Who is qualified to teach the first-year writing course? Only scholars who have earned doctoral degrees in rhetoric and composition studies? English professors? Part-Time lecturers with an interest in literacy? Graduate students working in the language arts? Anyone who wants to? Anyone who can be made to? Anyone who will? One could argue that the discipline of composition studies was brought into being at the moment institutions for higher education began to explore all available solutions to the perennial problem that is student writing. Or put another way, one could say that composition studies as a field is simply the concatenation of local institutional responses to the challenge of providing fundamental writing instruction to first-year students. Seen in this light, the teaching of writing is always ultimately a local matter, and so too is the question of who is best suited to do this work, since the answers to this question can only be sought within the inevitably narrow field of possible solutions that are marked out by local institutional constraints. Thus, we contend that treating the question of who should teach composition as a philosophical, pedagogical, or (most commonly) moral matter distorts the reality that prevails in every writing program in the country; the question of who teaches firstyear writing is determined not only by the local WPA's philosophical, pedagogical, and political commitments, but also by a host of variables entirely beyond the local WPA's control; the pool of possible applicants in the region; the home institution's history with writing instruction; the financial well-being of the home institution; and who happens to be department chair, area dean, and provost at any given moment. By drawing attention to these local constraints and the role they play in shaping the available solutions to the problem of staffing the first-year course, we maintain that all WPAs are always working in a compromised space-one that is never fully under any one person's control, never fully a reflection of one's own sense of what is best or ideal, never anything more than a temporary realization of what is best (under the circumstances) for the time being. While we don't see our position as distinctly postmodern, the fact that we have chosen to eschew a single, overarching narrative in this essay in order to provide a multi-perspectival account reflects our own unease with grand narratives. Our four overlapping versions of the Rutgers Writing Program's approach to staffing freshman composition are meant to foreground both the multiple forces at play in the narrative and the locally relevant measures of success. Our contention is that this condition of local responsiveness is common to all WPAs.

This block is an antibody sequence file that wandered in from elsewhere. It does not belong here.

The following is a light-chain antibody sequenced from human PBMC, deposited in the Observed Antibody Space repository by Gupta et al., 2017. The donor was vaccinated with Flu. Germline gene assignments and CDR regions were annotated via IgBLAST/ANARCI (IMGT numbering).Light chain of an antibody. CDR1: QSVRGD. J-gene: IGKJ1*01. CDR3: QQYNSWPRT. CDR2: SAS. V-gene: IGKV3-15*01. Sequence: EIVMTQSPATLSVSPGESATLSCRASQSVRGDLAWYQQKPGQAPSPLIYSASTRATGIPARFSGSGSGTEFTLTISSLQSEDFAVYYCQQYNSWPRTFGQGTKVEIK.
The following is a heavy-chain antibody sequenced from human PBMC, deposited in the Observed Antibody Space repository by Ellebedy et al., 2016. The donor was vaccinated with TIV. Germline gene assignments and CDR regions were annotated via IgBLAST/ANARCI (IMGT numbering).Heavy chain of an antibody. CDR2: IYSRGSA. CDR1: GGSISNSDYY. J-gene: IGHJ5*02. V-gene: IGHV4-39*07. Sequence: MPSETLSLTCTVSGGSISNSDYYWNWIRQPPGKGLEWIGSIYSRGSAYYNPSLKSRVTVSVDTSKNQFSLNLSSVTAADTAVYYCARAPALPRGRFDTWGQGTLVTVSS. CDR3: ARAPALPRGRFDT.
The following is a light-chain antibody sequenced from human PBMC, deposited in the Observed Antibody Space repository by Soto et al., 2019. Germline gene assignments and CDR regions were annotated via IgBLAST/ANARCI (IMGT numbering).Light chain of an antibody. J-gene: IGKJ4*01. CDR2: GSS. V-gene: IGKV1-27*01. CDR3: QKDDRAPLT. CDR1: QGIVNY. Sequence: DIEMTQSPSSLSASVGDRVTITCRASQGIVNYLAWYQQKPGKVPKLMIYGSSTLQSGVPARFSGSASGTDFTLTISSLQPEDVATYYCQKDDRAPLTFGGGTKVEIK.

|Original language||English (US)|
|Title of host publication||Discord and Direction|
|Publisher||Utah State University Press|
|Number of pages||17|
|State||Published - 2005|
All Science Journal Classification (ASJC) codes
- Social Sciences(all)